[ Back to EurekAlert! ] Public release date: 20-Apr-2009
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Contact: Cody Mooneyhan
cmooneyhan@faseb.org
301-634-7104
Federation of American Societies for Experimental Biology

Our brains make their own marijuana: We're all pot heads deep inside

New study in the FASEB Journal shows that our brains make proteins that act directly on the marijuana receptors in our head

U.S. and Brazilian scientists have just proven that one of Bob Dylan's most famous lines—"everybody must get stoned"— is correct. That's because they've discovered that the brain manufactures proteins that act like marijuana at specific receptors in the brain itself. This discovery, published online in The FASEB Journal (http://www.fasebj.org), may lead to new marijuana-like drugs for managing pain, stimulating appetite, and preventing marijuana abuse.

"Ideally, this development will lead to drugs that bind to and activate the THC receptor, but are devoid of the side effects that limit the usefulness of marijuana," said Lakshmi A. Devi of the Department of Pharmacology and Systems Therapeutics at Mount Sinai School of Medicine in New York and one of the senior researchers involved in the study. "It would be helpful to have a drug that activated or blocked the THC receptor, and our findings raise the possibility that this will lead to effective drugs with fewer side effects."

Scientists made their discovery by first extracting several small proteins, called peptides, from the brains of mice and determining their amino acid sequence. The extracted proteins were then compared with another peptide previously known to bind to, but not activate, the receptor (THC) affected by marijuana. Out of the extracted proteins, several not only bound to the brain's THC receptors, but activated them as well.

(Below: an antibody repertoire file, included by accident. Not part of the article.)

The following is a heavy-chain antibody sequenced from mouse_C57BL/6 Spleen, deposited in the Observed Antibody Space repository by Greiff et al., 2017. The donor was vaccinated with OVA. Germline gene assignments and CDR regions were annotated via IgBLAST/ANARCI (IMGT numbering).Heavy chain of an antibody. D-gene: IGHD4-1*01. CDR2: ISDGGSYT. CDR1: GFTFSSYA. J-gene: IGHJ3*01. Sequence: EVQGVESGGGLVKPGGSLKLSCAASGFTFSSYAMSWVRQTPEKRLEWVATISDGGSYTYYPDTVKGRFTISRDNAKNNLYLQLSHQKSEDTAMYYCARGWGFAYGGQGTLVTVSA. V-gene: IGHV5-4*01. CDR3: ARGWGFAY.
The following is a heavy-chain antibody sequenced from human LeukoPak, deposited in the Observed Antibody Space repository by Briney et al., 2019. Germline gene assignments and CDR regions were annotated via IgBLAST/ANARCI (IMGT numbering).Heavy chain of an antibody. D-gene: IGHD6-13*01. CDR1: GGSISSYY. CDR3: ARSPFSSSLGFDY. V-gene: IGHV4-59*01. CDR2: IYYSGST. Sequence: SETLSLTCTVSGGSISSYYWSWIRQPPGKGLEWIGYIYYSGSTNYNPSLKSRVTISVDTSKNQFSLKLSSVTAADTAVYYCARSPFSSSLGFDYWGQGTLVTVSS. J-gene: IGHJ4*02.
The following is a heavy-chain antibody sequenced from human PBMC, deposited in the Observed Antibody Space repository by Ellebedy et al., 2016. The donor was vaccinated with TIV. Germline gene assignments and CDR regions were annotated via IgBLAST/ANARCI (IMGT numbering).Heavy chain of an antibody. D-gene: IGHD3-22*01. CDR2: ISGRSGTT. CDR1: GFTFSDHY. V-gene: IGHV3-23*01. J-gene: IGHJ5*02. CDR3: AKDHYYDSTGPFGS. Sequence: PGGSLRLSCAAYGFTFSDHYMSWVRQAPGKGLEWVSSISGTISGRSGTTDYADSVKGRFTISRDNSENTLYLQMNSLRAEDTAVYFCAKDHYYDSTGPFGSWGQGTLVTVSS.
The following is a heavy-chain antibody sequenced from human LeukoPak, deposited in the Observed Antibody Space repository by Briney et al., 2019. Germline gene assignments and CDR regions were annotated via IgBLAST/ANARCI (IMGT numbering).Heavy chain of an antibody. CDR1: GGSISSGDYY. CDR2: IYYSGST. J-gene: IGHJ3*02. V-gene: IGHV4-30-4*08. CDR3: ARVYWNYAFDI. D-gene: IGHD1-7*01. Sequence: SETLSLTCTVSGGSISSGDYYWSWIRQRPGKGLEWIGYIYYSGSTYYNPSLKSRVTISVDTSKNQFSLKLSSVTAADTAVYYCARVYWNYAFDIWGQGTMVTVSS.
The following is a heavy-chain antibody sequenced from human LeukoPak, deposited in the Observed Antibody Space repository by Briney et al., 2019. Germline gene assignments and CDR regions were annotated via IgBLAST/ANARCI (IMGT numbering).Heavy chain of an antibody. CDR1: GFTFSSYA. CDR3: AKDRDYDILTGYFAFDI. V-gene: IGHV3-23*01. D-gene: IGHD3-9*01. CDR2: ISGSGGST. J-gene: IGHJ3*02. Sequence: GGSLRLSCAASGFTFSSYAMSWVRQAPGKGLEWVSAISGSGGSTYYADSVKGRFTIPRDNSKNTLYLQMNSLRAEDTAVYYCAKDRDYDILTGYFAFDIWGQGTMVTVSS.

"The War on Drugs has hit very close to home," said Gerald Weissmann, M.D., Editor-in-Chief of The FASEB Journal. "Last year, scientists found that our skin makes its own marijuana-like substance. Now, we see that our brain has been making proteins that act directly on the marijuana receptors in our head. The next step is for scientists to come up with new medicines that eliminate the nasty side of pot—a better joint, so to speak."

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Receive monthly highlights from The FASEB Journal by e-mail. Sign up at http://www.faseb.org/fasebjournalreaders.htm. The FASEB Journal (http://www.fasebj.org) is published by the Federation of the American Societies for Experimental Biology (FASEB). The journal has been recognized by the Special Libraries Association as one of the top 100 most influential biomedical journals of the past century and is the most cited biology journal worldwide according to the Institute for Scientific Information. FASEB comprises 22 nonprofit societies with more than 80,000 members, making it the largest coalition of biomedical research associations in the United States. FASEB advances biological science through collaborative advocacy for research policies that promote scientific progress and education and lead to improvements in human health.

Details: Ivone Gomes, Julia S. Grushko, Urszula Golebiewska, Sascha Hoogendoorn, Achla Gupta, Andrea S. Heimann, Emer S. Ferro, Suzanne Scarlata, Lloyd D. Fricker, and Lakshmi A. Devi. Novel endogenous peptide agonists of cannabinoid receptors. FASEB J. doi:10.1096/fj.09-132142 http://www.fasebj.org/cgi/content/abstract/fj.09-132142v1



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